This situation emerged due to a number of factors such as shortage of sufficient and competence human resources, inconsistency politics, unclear powers and functions to undertake service delivery, poor public-privatepartnership, inadequate financial resources, inaccessibility to the communityfor services, and poor public participation. Therefore, the study attempted to explore the challenges of LG service delivery in Sri Lanka. The major findings of the study were that though as a decentralized LG institution, Matara Municipal Council implemented several strategies and innovations, developed partnership with the private sector and enhanced the public participation in the health service delivery process, it failed to ensure the better health service delivery to the public.
The main factor for this is thatit did not have an appropriate constitutional and legal framework, institutional capacity, service delivery mechanism built up by a public-privatepartnership and mutual understandingbetween national and local political leadership. This situation needed to emerge various challenges in health service delivery including a shortageof sufficient and competence human resources, inconsistency politics, unclear powers and functions to undertake the health service delivery, poor public-private partnership, inadequate financial resources, inadequate physical resources, inaccessibility to the communityfor health services, and poorpublic participation. For the sustainability of health service delivery atgrassrootslevel, the study recommends mobilizing the public to participate in health service delivery, introduction of new strategies and innovations, filling vacancies and enhancing competency of the staff, regularizing the Internal Auditing Mechanism, improving the efficiency and effectiveness of the health service delivery through the Five Year Plan and enhancing Public-Private Partnership in health service delivery.

Barrera-Osorio’s (2003) thesis analyses the relationship between decentralization and education in Colombia, where in 1991 decentralizationof the State was implemented. The thesis focused on two relationships: first, the relationship between decentralization and quality of education; and second, this relationship across individuals with different incomes. Theoretically, it was found that decentralization may increase the efficiency in the provision of education, and therefore, expected an increment in educational quality in schools affected by decentralization. Furthermore, decentralization may create an unequaldistribution of educational quality, therefore,concluding thatthe impact of decentralization on education is asymmetricwith respect to income.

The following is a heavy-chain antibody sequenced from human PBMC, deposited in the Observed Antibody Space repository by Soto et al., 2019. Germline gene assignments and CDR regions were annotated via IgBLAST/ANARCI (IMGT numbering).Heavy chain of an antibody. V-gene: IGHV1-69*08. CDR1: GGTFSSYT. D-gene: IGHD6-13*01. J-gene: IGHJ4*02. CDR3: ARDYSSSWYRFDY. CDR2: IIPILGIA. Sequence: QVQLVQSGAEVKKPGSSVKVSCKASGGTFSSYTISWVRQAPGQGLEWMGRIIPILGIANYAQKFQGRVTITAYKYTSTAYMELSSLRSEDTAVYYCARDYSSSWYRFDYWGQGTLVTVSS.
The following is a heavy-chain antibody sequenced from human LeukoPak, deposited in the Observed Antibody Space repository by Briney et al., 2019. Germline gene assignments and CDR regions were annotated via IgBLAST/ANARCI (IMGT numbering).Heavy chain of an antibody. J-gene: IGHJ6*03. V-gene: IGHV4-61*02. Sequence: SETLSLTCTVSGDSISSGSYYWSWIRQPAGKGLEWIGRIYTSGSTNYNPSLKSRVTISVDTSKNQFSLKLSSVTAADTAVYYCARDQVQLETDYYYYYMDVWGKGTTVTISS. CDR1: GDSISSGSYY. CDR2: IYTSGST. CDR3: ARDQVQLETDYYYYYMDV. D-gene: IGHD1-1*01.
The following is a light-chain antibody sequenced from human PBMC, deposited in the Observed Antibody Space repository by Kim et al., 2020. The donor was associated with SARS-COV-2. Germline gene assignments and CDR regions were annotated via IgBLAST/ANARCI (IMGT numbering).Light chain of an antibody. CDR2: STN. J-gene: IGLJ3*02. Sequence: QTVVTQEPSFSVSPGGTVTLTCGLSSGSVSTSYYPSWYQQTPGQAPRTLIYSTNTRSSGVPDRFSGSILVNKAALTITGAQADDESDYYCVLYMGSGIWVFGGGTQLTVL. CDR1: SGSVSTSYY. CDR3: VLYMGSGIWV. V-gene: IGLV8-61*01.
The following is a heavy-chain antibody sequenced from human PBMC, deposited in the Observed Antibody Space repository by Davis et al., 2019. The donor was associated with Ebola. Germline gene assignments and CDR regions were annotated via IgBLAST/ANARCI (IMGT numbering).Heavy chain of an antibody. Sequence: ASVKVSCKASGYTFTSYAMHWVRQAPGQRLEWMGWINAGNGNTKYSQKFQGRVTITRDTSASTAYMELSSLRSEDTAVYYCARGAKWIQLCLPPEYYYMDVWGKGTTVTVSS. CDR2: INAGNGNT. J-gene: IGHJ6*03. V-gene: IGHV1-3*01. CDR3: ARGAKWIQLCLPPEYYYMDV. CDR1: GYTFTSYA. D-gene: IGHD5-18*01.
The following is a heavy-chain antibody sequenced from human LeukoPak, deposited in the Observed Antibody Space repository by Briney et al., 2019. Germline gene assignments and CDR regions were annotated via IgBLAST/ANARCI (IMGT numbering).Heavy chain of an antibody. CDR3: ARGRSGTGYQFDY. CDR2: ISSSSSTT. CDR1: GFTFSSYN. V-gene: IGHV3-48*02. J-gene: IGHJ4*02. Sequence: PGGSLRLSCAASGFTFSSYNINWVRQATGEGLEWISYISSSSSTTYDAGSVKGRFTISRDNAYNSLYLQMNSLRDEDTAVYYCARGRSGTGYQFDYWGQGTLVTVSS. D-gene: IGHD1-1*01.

Hamid’s (2013) thesis focuses on decentralization in Indonesia and its effects on road infrastructure provision. The thesis found that decentralization had improved the availability of local road infrastructure and that there was a positive relationship between the improvement of the local roads infrastructure stocks and the mayor’s quality.However, it appears the aims of decentralization are yet to yield the desired benefits, and hence this study.Saavedra’s (2009) study builds on the conceptualframework of the relationship between decentralization and service delivery and provides a cross-country empirical examination of the core dimensions of decentralization reform on access to two key services: health care and improved drinking water sources. The regression results provide evidence supporting positive and significant effects of fiscal, administrative, and political decentralization, individually, on the variables used to measure access to health care, and improved water provision; although the size and robustness of such effects varyfor each dimension of decentralization in relation to each service examined. The results obtained in this study suggest that there is an additional positive effect coming from the interaction of two decentralization dimensions on access to health care and water services (that is, a mutually-reinforcing effect additional to the individual effect of each dimension of decentralization). The results obtained also support the expectation that developing countries could benefit significantly more from decentralizationreforms compared to developed countries.